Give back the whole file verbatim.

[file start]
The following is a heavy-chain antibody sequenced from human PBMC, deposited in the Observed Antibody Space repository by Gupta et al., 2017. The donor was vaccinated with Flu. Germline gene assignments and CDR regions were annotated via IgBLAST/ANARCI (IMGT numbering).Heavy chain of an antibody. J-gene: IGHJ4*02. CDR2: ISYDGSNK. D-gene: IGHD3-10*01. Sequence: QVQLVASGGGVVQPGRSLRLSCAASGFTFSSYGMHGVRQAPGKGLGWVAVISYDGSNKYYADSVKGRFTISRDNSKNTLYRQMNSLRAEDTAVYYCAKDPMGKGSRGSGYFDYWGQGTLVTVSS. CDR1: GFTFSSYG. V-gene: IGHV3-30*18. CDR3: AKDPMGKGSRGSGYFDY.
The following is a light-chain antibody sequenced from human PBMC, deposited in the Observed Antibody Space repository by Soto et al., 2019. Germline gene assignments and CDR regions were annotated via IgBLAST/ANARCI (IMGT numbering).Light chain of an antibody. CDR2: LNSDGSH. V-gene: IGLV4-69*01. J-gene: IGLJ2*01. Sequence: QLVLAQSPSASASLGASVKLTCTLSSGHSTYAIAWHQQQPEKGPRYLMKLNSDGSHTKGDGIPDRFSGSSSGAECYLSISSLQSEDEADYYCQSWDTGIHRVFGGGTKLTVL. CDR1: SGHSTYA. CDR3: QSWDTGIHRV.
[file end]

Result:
The following is a heavy-chain antibody sequenced from human PBMC, deposited in the Observed Antibody Space repository by Gupta et al., 2017. The donor was vaccinated with Flu. Germline gene assignments and CDR regions were annotated via IgBLAST/ANARCI (IMGT numbering).Heavy chain of an antibody. J-gene: IGHJ4*02. CDR2: ISYDGSNK. D-gene: IGHD3-10*01. Sequence: QVQLVASGGGVVQPGRSLRLSCAASGFTFSSYGMHGVRQAPGKGLGWVAVISYDGSNKYYADSVKGRFTISRDNSKNTLYRQMNSLRAEDTAVYYCAKDPMGKGSRGSGYFDYWGQGTLVTVSS. CDR1: GFTFSSYG. V-gene: IGHV3-30*18. CDR3: AKDPMGKGSRGSGYFDY.
The following is a light-chain antibody sequenced from human PBMC, deposited in the Observed Antibody Space repository by Soto et al., 2019. Germline gene assignments and CDR regions were annotated via IgBLAST/ANARCI (IMGT numbering).Light chain of an antibody. CDR2: LNSDGSH. V-gene: IGLV4-69*01. J-gene: IGLJ2*01. Sequence: QLVLAQSPSASASLGASVKLTCTLSSGHSTYAIAWHQQQPEKGPRYLMKLNSDGSHTKGDGIPDRFSGSSSGAECYLSISSLQSEDEADYYCQSWDTGIHRVFGGGTKLTVL. CDR1: SGHSTYA. CDR3: QSWDTGIHRV.